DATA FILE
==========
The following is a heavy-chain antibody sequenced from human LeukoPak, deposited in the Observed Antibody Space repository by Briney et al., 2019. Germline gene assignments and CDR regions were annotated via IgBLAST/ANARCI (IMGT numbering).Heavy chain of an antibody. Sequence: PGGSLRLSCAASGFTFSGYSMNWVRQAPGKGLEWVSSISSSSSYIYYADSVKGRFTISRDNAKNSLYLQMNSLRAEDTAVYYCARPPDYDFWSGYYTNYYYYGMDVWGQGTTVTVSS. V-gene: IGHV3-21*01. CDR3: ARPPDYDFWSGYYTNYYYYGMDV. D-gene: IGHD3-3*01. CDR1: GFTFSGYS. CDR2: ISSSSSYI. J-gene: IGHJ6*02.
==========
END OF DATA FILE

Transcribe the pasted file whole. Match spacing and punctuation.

The following is a heavy-chain antibody sequenced from human LeukoPak, deposited in the Observed Antibody Space repository by Briney et al., 2019. Germline gene assignments and CDR regions were annotated via IgBLAST/ANARCI (IMGT numbering).Heavy chain of an antibody. Sequence: PGGSLRLSCAASGFTFSGYSMNWVRQAPGKGLEWVSSISSSSSYIYYADSVKGRFTISRDNAKNSLYLQMNSLRAEDTAVYYCARPPDYDFWSGYYTNYYYYGMDVWGQGTTVTVSS. V-gene: IGHV3-21*01. CDR3: ARPPDYDFWSGYYTNYYYYGMDV. D-gene: IGHD3-3*01. CDR1: GFTFSGYS. CDR2: ISSSSSYI. J-gene: IGHJ6*02.